Foreign direct investment (FDI) flows to the Association of Southeast Asian Nations (ASEAN) rose from US$123 billion in 2016 to an all-time high of $137 billion in 2017, with a rise in investments in eight member states, according to the newly released ASEAN Investment Report 2018.
Flows to Indonesia increased five-fold from $3.9 billion in 2016 to $23.1 billion; flows to Thailand tripled to $9.1 billion; and flows to the Philippines rose by 21% to $10 billion.
Combined FDI flows to the four CLMV countries (Cambodia, Laos, Myanmar, and Vietnam) reached a record level in 2017, increasing by 21% to $23 billion—accounting for 17% of total FDI flows in ASEAN.
With flows exceeding $14 billion, Vietnam was the third largest recipient within ASEAN and accounted for over 60% of flows to the CLMV countries.
Biggest FDI recipients
In 2017, Singapore, Indonesia, and Vietnam accounted for 72% of FDI inflows to ASEAN. Singapore remained the largest recipient, accounting for 45% of total FDI in ASEAN. However, FDI flows are gradually reaching more ASEAN countries, noted the report.
“On its 50th anniversary last year, ASEAN has shown that it remains an investment destination of choice,” said the report. “FDI flows in the region reached an all-time high of US$137 billion, up by 12% from 2016.”
ASEAN’s share of global FDI to developing economies also expanded from 18% in 2016 to 20% in 2017, and from 31% in share of flows to East and Southeast Asia in 2016 to 34% last year.
Intra-ASEAN investments, the biggest contributor to FDI flows in the region, rose for the second consecutive year to a new high ($27 billion), contributing 19% to total inflows. The largest source was Singapore (69%), followed by Malaysia, and Thailand. About 95% of intra-ASEAN investment last year came from these three countries.
Indonesia remained the largest recipient of intraregional investment, absorbing more than 45% of intra-ASEAN investments last year. ASEAN investments into Indonesia rose by 20% to $11.9 billion in 2017, buoyed by a 28% rise in investment from Singapore to $10.7 billion.
Singapore was the largest investor across the region, followed by Japan. An increase in investments from China, the Netherlands, Germany, Switzerland, and Australia further contributed to the higher inflows.
Top and emerging industry recipients
Wholesale and retail trade emerged as the largest industry recipient, overtaking finance and manufacturing sectors, which are traditionally the major FDI recipients.
FDI in wholesale and retail rose by 75% to $38.9 billion, led by the opening of consumer retail stores, supermarkets and malls, and by e-commerce activities. Manufacturing investment increased by 56% to $31.6 billion, while FDI in finance and banking fell to $15.6 billion from $41.4 billion in 2016.
There is also growing interest in health care, research and development activities, and e-commerce, including fintech.
“Investments in these industries tend to focus on countries with competitive ecosystems and rapidly growing industry clusters, such as in the automotive and the electronics industries,” elaborated the report.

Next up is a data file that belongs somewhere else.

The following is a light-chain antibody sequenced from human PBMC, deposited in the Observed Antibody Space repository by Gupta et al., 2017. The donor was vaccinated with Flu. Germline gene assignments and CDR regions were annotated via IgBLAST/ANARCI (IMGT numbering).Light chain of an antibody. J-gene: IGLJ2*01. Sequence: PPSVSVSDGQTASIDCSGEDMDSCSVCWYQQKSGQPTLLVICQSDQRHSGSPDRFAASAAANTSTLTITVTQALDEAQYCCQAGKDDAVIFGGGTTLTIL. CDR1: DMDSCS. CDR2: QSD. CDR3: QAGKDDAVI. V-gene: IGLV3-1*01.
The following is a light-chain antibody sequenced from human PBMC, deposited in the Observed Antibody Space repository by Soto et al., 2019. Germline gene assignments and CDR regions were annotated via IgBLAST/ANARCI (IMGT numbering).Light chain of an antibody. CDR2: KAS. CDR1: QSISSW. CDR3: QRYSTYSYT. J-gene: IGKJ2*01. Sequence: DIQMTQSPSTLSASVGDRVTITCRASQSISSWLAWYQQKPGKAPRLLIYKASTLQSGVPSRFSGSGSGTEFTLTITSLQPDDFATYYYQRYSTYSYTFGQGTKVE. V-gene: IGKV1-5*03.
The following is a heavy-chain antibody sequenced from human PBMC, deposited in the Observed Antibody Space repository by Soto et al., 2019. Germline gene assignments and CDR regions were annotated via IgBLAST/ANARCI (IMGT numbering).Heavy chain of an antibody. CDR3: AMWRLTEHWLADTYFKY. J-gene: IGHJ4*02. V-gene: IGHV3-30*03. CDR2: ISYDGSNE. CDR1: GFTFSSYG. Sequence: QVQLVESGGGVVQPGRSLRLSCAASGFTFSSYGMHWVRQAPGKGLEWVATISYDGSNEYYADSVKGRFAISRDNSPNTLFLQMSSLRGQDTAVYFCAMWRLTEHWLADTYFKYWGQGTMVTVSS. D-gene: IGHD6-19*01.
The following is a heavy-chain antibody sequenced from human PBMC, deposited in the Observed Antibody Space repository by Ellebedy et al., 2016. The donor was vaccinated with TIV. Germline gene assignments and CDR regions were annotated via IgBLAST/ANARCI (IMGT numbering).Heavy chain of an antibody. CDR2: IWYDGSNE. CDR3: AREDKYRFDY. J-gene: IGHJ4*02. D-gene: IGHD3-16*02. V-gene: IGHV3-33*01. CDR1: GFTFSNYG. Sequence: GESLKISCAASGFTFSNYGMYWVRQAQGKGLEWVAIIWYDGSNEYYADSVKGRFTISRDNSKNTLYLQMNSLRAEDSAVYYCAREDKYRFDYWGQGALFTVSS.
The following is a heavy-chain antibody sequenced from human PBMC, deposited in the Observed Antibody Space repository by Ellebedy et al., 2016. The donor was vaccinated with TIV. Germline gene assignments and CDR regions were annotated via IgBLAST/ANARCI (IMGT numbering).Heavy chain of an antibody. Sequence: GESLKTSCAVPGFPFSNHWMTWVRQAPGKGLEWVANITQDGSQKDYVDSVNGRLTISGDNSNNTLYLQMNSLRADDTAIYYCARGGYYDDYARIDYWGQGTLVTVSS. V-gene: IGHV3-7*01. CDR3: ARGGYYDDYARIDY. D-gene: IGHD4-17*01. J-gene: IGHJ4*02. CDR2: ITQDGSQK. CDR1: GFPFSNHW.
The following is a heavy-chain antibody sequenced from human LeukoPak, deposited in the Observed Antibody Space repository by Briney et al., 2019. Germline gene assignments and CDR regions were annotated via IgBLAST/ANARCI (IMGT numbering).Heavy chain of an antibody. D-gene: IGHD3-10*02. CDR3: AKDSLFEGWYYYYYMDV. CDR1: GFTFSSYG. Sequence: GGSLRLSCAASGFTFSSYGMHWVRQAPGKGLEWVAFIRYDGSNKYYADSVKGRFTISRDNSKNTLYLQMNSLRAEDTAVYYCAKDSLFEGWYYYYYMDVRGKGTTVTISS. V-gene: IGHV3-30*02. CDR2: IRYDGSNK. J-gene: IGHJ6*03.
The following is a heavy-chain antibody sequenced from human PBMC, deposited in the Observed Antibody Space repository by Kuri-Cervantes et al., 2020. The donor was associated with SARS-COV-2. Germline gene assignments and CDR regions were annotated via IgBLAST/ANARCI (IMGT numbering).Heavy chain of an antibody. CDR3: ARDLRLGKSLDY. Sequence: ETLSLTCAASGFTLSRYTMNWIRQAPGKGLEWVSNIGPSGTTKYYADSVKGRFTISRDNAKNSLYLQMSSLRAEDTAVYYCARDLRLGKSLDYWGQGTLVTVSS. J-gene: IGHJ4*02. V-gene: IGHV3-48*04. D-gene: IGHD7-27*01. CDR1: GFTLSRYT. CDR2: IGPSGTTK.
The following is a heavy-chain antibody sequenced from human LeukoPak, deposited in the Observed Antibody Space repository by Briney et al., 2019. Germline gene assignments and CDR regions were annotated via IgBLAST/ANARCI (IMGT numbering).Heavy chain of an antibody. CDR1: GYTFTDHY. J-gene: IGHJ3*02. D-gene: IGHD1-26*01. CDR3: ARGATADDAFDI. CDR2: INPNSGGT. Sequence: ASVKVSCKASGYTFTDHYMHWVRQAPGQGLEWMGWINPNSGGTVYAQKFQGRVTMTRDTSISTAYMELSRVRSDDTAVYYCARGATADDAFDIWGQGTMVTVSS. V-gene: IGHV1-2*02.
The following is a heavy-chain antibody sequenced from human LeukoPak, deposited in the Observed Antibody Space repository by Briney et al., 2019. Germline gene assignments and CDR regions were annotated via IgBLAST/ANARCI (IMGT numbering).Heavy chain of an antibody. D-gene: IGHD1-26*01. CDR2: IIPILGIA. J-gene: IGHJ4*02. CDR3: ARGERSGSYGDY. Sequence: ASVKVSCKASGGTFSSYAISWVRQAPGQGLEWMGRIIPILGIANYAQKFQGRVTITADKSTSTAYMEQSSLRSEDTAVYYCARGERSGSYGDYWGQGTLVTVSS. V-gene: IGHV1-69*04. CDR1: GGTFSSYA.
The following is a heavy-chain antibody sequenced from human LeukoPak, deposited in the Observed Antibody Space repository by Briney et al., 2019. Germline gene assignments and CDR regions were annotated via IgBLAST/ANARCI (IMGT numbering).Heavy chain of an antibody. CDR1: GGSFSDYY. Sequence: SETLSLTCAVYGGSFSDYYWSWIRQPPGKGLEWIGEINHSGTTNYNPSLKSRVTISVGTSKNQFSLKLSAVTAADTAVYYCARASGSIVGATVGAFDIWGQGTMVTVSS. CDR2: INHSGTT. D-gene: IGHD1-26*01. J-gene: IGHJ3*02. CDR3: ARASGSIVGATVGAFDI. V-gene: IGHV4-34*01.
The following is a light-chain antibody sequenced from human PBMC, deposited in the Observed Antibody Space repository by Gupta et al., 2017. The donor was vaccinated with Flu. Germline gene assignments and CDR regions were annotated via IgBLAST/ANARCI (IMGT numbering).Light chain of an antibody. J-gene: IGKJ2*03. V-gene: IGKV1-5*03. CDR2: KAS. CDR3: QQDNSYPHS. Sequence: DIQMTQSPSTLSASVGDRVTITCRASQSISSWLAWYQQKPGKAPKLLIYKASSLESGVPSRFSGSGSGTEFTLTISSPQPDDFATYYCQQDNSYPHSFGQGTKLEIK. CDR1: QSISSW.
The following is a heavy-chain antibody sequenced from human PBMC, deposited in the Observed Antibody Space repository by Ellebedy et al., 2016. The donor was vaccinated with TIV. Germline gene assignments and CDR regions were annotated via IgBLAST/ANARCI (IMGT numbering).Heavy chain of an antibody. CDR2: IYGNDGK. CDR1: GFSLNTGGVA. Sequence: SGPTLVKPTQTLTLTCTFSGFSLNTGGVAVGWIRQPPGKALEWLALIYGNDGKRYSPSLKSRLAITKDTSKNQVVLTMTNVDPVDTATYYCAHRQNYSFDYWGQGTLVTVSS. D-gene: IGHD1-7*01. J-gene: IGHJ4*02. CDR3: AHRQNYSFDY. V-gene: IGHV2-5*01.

For example, Apple (United States) established its first Indonesian R&D facility, Dyson (United Kingdom) opened a technology center in Singapore, Denka (Japan) a chemical R&D operation in Singapore, Nissan (Japan) an R&D facility in Thailand, Osram Opto Semiconductor (Germany) an R&D operation in Malaysia and Samsung (Korea) an R&D center for mobile phones in Vietnam.
The ASEAN Investment Report 2018 also examined ASEAN’s rapidly growing digital economy backed by fast-expanding digital networks. Internet transactions, estimated to be worth $50 billion in 2017, may potentially reach $200 billion by 2025, it said.
“The digital revolution is disrupting and transforming industries and businesses as well as the way goods and services are delivered. The digital economy has also generated opportunities to accelerate development by increasing business efficiency and productivity, widening access to existing or new markets, and facilitating participation in the global value chains,” added the publication published this month.
Looking ahead, the report said investment prospects in the region are promising, citing improvements in the investment environment, strong economic growth, a growing middle class, and advancing regional integration.
“These optimistic prospects are corroborated by a number of investment and business surveys. Many MNEs from the European Union, Japan and the United States with operations in the region plan to increase investment in ASEAN,” it said.
About 80% of U.S. and European corporate executives with businesses in ASEAN expect their companies’ trade and investment in the region to increase in the next five years. More than half of Japanese companies in ASEAN expect to expand their operations in the region in the next two years.
Furthermore, foreign and ASEAN MNEs are likely to remain active in infrastructure activities, given the steady economic and industrial growth and the commitment of countries in the region to infrastructure development.
The competitiveness of the region for manufacturing and services will also continue to attract FDI flows into these industries.
In addition, emerging investment opportunities in the digital economy will push more digital firms to adopt regional strategies to benefit from network effects and scalability.
The ASEAN Investment Report was prepared by the ASEAN Secretariat and the United Nations Conference on Trade and Development.
Photo source: ASEAN